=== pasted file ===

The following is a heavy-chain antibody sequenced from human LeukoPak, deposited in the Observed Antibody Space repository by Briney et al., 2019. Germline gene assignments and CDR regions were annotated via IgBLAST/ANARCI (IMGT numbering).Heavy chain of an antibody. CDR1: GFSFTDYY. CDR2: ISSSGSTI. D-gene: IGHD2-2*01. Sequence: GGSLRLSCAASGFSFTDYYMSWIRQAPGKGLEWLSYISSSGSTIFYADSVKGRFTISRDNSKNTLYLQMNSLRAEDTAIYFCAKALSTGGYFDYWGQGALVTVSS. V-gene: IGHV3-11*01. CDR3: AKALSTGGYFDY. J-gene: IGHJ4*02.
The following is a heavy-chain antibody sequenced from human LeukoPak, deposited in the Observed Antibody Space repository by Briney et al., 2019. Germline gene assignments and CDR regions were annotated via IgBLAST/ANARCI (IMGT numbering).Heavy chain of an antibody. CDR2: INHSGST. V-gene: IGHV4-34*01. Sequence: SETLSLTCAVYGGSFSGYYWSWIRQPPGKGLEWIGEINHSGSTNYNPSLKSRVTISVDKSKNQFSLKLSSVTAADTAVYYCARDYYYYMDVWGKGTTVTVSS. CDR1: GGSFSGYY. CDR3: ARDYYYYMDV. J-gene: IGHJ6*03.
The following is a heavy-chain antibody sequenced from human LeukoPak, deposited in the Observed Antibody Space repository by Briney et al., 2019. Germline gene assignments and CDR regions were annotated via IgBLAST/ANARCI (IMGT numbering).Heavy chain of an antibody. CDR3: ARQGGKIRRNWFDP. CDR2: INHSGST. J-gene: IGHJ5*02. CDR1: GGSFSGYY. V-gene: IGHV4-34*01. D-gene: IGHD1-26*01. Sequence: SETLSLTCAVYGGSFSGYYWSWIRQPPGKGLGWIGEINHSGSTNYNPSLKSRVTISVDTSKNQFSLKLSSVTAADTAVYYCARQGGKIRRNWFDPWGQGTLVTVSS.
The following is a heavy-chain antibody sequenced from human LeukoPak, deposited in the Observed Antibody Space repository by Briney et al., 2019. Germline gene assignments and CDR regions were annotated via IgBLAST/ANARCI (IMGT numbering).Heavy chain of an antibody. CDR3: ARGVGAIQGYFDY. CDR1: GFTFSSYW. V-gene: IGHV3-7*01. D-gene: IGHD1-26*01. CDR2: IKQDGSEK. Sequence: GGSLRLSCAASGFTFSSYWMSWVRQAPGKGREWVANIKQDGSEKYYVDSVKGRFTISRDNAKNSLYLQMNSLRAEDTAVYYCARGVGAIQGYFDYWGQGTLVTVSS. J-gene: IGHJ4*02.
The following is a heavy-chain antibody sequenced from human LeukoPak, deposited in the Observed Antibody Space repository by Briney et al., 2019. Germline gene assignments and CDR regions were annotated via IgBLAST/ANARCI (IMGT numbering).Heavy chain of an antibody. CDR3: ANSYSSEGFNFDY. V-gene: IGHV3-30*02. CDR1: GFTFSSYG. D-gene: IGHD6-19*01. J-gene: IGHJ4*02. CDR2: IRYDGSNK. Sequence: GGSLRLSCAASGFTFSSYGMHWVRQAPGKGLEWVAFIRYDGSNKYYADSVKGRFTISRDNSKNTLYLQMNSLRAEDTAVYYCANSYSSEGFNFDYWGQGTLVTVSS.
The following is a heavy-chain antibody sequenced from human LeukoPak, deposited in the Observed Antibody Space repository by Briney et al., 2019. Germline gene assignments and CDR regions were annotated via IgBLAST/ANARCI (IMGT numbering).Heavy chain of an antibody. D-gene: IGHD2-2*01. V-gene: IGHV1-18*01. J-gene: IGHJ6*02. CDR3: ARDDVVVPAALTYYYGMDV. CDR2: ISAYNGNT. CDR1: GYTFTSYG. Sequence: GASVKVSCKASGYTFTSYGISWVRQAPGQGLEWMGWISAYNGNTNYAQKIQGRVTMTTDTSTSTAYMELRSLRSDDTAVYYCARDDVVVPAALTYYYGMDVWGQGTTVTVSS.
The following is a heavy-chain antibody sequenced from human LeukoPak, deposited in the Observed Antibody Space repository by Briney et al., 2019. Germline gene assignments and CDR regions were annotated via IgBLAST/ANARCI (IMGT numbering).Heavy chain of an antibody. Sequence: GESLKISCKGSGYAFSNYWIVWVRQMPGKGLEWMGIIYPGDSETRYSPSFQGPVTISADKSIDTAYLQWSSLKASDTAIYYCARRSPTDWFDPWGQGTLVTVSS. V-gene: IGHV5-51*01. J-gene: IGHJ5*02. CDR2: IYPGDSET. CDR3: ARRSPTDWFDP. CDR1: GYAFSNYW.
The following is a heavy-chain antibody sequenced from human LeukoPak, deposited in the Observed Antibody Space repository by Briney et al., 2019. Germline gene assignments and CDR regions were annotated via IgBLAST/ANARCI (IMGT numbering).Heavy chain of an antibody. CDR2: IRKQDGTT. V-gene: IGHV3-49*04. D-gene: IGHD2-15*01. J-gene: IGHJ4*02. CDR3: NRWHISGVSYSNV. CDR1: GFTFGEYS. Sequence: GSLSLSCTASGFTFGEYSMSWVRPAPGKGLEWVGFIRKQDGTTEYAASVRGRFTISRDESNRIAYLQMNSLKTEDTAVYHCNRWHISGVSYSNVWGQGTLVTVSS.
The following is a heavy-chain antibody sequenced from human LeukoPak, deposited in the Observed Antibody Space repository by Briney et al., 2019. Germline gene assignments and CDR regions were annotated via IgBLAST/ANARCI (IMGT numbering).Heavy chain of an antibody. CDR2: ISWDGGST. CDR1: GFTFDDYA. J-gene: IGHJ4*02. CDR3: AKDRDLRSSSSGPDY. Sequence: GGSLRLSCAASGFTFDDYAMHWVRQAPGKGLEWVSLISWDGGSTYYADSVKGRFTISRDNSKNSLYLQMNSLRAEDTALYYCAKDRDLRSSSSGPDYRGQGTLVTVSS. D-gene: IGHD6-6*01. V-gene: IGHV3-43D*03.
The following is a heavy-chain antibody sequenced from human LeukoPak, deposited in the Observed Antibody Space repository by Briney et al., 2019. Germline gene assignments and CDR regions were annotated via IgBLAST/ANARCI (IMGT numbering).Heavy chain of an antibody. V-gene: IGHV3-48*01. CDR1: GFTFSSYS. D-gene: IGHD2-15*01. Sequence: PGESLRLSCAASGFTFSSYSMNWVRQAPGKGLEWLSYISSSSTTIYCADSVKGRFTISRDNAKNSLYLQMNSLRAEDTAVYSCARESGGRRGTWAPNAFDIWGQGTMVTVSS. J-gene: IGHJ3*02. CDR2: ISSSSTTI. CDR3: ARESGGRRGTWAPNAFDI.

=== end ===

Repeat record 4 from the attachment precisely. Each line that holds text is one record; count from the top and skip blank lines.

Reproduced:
The following is a heavy-chain antibody sequenced from human LeukoPak, deposited in the Observed Antibody Space repository by Briney et al., 2019. Germline gene assignments and CDR regions were annotated via IgBLAST/ANARCI (IMGT numbering).Heavy chain of an antibody. CDR3: ARGVGAIQGYFDY. CDR1: GFTFSSYW. V-gene: IGHV3-7*01. D-gene: IGHD1-26*01. CDR2: IKQDGSEK. Sequence: GGSLRLSCAASGFTFSSYWMSWVRQAPGKGREWVANIKQDGSEKYYVDSVKGRFTISRDNAKNSLYLQMNSLRAEDTAVYYCARGVGAIQGYFDYWGQGTLVTVSS. J-gene: IGHJ4*02.